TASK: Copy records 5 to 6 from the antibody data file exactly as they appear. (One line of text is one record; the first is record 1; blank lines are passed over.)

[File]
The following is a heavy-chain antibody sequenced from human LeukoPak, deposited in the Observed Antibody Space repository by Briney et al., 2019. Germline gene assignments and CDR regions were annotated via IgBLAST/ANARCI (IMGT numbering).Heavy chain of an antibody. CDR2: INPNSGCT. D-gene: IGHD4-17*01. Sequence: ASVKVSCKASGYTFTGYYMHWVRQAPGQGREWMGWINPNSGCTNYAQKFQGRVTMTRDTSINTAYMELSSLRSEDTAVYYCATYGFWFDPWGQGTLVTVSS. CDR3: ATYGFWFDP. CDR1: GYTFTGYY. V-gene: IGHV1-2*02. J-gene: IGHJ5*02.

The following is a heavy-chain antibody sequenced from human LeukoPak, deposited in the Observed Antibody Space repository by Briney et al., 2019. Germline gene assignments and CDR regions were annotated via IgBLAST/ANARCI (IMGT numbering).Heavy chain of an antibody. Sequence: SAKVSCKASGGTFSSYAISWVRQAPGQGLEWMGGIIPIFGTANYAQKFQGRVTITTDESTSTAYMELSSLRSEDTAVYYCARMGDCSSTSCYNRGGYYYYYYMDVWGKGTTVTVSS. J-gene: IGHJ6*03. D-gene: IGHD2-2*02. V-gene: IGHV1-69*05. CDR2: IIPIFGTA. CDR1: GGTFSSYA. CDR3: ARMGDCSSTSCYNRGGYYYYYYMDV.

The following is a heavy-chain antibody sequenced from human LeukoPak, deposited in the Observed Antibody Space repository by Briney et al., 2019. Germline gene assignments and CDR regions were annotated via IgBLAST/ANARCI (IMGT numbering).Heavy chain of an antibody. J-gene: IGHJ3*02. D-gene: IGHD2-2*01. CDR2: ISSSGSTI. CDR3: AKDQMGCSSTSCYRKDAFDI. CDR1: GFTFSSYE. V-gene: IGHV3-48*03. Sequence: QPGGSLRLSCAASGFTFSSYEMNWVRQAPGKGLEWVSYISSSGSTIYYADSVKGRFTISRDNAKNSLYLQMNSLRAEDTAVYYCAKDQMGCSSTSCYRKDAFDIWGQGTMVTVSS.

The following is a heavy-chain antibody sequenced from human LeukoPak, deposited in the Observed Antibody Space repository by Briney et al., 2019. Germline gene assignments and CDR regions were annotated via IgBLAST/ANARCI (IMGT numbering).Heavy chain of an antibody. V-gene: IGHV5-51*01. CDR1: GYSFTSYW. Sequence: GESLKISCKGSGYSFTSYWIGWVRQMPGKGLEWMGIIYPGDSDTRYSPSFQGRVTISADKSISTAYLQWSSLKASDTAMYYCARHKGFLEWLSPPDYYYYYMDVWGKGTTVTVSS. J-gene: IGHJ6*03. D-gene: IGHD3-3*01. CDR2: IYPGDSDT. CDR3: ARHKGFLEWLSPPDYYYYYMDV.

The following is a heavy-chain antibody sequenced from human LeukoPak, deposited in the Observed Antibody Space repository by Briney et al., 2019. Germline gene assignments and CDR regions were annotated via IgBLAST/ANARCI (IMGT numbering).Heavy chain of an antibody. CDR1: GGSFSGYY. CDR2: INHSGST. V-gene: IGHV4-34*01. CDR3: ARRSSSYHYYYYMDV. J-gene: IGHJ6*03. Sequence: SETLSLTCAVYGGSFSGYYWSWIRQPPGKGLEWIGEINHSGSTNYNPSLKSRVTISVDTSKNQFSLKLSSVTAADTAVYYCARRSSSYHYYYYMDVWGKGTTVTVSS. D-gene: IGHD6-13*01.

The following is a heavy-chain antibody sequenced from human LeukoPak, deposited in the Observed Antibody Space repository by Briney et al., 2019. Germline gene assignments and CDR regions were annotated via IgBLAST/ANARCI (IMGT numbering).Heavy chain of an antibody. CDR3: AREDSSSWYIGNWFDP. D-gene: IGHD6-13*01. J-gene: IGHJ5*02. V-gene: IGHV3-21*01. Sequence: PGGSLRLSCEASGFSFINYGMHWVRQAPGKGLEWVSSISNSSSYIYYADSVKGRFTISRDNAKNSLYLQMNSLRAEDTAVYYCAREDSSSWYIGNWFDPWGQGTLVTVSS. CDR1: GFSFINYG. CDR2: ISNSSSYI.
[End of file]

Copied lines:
The following is a heavy-chain antibody sequenced from human LeukoPak, deposited in the Observed Antibody Space repository by Briney et al., 2019. Germline gene assignments and CDR regions were annotated via IgBLAST/ANARCI (IMGT numbering).Heavy chain of an antibody. CDR1: GGSFSGYY. CDR2: INHSGST. V-gene: IGHV4-34*01. CDR3: ARRSSSYHYYYYMDV. J-gene: IGHJ6*03. Sequence: SETLSLTCAVYGGSFSGYYWSWIRQPPGKGLEWIGEINHSGSTNYNPSLKSRVTISVDTSKNQFSLKLSSVTAADTAVYYCARRSSSYHYYYYMDVWGKGTTVTVSS. D-gene: IGHD6-13*01.

The following is a heavy-chain antibody sequenced from human LeukoPak, deposited in the Observed Antibody Space repository by Briney et al., 2019. Germline gene assignments and CDR regions were annotated via IgBLAST/ANARCI (IMGT numbering).Heavy chain of an antibody. CDR3: AREDSSSWYIGNWFDP. D-gene: IGHD6-13*01. J-gene: IGHJ5*02. V-gene: IGHV3-21*01. Sequence: PGGSLRLSCEASGFSFINYGMHWVRQAPGKGLEWVSSISNSSSYIYYADSVKGRFTISRDNAKNSLYLQMNSLRAEDTAVYYCAREDSSSWYIGNWFDPWGQGTLVTVSS. CDR1: GFSFINYG. CDR2: ISNSSSYI.